(1/2)n fected with the disease (aa) will be q2 = .012 = .0001; so only 1 in 10,000 individuals will have the disease. However, if F = .25 (the equivalent of brother - sister mating), then the expected frequency of the homozygote genotype is q2 + 2pqF = (.01)2 + 2(.99)(.01)(.25) = .0026; thus, the genetic disease is 26 times as frequent at this level of inbreeding. This increased appearance of lethal and deleterious traits with inbreeding is termed inbreeding depression; the more intense the inbreeding, the more severe the inbreeding depression.

The harmful effects of inbreeding have been recognized by humans for thousands of years and are the basis of cultural taboos against mating between close relatives. William Schull and James Neel found that, for each 10% increase in F, the mean IQ of Japanese children dropped six points. Child mortality also increases with close inbreeding (Table 23.2); children of first cousins have a 40% increase in mortality over that seen among the children of randomly mated people. Inbreeding also has deleterious effects on crops (< Figure 23.6) and domestic animals.

Inbreeding depression is most often studied in humans, as well as in plants and animals reared in captivity, but the negative effects of inbreeding may be more severe in natural populations. Julie Jimenez and her colleagues collected wild mice from a natural population in Illinois and bred them in the laboratory for three to four generations. Laboratory matings were chosen so that some mice had no inbreeding, whereas others had an inbreeding coefficient of .25. When both types of mice were released back into the wild, the weekly survival of the inbred mice was only 56% of that of the noninbred mice. Inbred male mice also continously lost weight after release into the wild, whereas noninbred male mice regained their body weight within a few days after release.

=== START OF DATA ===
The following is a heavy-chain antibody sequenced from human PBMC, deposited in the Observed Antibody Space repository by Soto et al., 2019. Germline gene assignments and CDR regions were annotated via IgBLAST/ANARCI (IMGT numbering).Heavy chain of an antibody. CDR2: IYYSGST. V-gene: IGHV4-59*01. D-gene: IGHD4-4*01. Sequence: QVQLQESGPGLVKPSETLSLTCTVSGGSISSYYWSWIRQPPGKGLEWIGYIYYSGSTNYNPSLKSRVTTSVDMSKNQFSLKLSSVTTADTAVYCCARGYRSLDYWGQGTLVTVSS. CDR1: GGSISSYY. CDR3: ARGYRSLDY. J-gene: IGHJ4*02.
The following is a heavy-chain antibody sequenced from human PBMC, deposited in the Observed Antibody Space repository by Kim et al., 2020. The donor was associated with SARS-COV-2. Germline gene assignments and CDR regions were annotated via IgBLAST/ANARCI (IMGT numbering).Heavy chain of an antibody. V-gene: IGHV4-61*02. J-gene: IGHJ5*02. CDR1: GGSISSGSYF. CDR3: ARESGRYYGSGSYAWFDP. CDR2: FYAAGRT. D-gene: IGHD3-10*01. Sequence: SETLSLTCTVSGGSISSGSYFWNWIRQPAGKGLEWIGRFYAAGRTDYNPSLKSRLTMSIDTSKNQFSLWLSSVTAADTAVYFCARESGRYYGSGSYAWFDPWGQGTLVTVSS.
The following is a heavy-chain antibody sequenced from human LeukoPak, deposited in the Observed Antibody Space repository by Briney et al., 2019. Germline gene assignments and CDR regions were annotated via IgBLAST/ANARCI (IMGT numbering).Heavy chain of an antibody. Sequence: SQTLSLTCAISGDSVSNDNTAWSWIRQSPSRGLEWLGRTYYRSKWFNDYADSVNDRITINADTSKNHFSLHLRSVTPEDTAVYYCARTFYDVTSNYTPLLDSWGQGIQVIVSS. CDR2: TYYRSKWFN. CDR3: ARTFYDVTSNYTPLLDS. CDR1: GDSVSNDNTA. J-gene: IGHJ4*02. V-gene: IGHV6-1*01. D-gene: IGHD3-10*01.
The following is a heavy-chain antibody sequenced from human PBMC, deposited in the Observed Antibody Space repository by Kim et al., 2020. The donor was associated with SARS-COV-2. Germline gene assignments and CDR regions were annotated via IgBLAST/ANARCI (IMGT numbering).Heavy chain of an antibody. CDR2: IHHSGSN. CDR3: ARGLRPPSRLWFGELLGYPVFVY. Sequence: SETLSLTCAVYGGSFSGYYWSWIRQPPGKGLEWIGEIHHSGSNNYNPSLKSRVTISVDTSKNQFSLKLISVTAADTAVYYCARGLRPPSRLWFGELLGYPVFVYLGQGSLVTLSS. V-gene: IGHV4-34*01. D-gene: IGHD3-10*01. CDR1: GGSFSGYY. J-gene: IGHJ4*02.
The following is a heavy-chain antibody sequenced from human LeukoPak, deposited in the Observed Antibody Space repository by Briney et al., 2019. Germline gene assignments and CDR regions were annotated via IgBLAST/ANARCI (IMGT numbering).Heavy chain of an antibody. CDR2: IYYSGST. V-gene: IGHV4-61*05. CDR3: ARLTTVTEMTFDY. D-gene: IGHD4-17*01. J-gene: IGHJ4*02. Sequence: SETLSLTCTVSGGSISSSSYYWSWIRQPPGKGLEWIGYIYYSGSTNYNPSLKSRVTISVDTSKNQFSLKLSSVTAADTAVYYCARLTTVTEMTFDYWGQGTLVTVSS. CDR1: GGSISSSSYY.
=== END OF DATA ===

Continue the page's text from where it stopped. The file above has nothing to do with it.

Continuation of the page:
In spite of the fact that inbreeding is generally harmful for outcrossing species, a number of plants and animals regularly inbreed and are successful (< Figure 23.7). Inbreeding is commonly used to produce domesticated plants and animals having desirable traits. As stated earlier, inbreeding increases homozygosity, and eventually all individuals in the population become homozygous for the same allele. If a species undergoes inbreeding for a number of generations, many deleterious recessive alleles are weeded out by natural or artificial selection so that the population becomes homozygous for beneficial alleles. In this way, the harmful effects of inbreeding may eventually be eliminated, leaving a population that is homozygous for beneficial traits.

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